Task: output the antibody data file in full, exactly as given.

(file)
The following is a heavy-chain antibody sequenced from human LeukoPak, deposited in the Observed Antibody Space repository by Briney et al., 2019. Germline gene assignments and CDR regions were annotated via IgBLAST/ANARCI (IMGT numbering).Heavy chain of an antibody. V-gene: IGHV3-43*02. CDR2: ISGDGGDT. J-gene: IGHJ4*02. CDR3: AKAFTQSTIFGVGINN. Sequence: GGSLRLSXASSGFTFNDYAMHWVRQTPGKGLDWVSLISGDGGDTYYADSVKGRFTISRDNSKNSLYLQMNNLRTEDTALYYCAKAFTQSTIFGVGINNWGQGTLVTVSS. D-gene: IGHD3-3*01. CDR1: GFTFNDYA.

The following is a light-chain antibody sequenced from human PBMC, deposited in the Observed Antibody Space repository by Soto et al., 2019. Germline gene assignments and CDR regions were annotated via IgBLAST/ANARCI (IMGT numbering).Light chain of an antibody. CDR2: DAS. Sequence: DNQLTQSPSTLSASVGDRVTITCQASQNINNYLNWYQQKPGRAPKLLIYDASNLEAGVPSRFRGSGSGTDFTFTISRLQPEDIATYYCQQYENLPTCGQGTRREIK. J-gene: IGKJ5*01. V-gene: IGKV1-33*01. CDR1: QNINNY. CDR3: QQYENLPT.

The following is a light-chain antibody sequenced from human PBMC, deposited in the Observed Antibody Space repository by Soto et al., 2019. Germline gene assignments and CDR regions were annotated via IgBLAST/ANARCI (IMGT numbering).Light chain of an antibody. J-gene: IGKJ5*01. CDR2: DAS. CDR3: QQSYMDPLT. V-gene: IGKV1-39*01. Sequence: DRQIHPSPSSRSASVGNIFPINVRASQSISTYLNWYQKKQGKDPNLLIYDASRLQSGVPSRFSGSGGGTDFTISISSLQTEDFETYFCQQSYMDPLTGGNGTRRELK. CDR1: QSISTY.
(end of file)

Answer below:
The following is a heavy-chain antibody sequenced from human LeukoPak, deposited in the Observed Antibody Space repository by Briney et al., 2019. Germline gene assignments and CDR regions were annotated via IgBLAST/ANARCI (IMGT numbering).Heavy chain of an antibody. V-gene: IGHV3-43*02. CDR2: ISGDGGDT. J-gene: IGHJ4*02. CDR3: AKAFTQSTIFGVGINN. Sequence: GGSLRLSXASSGFTFNDYAMHWVRQTPGKGLDWVSLISGDGGDTYYADSVKGRFTISRDNSKNSLYLQMNNLRTEDTALYYCAKAFTQSTIFGVGINNWGQGTLVTVSS. D-gene: IGHD3-3*01. CDR1: GFTFNDYA.

The following is a light-chain antibody sequenced from human PBMC, deposited in the Observed Antibody Space repository by Soto et al., 2019. Germline gene assignments and CDR regions were annotated via IgBLAST/ANARCI (IMGT numbering).Light chain of an antibody. CDR2: DAS. Sequence: DNQLTQSPSTLSASVGDRVTITCQASQNINNYLNWYQQKPGRAPKLLIYDASNLEAGVPSRFRGSGSGTDFTFTISRLQPEDIATYYCQQYENLPTCGQGTRREIK. J-gene: IGKJ5*01. V-gene: IGKV1-33*01. CDR1: QNINNY. CDR3: QQYENLPT.

The following is a light-chain antibody sequenced from human PBMC, deposited in the Observed Antibody Space repository by Soto et al., 2019. Germline gene assignments and CDR regions were annotated via IgBLAST/ANARCI (IMGT numbering).Light chain of an antibody. J-gene: IGKJ5*01. CDR2: DAS. CDR3: QQSYMDPLT. V-gene: IGKV1-39*01. Sequence: DRQIHPSPSSRSASVGNIFPINVRASQSISTYLNWYQKKQGKDPNLLIYDASRLQSGVPSRFSGSGGGTDFTISISSLQTEDFETYFCQQSYMDPLTGGNGTRRELK. CDR1: QSISTY.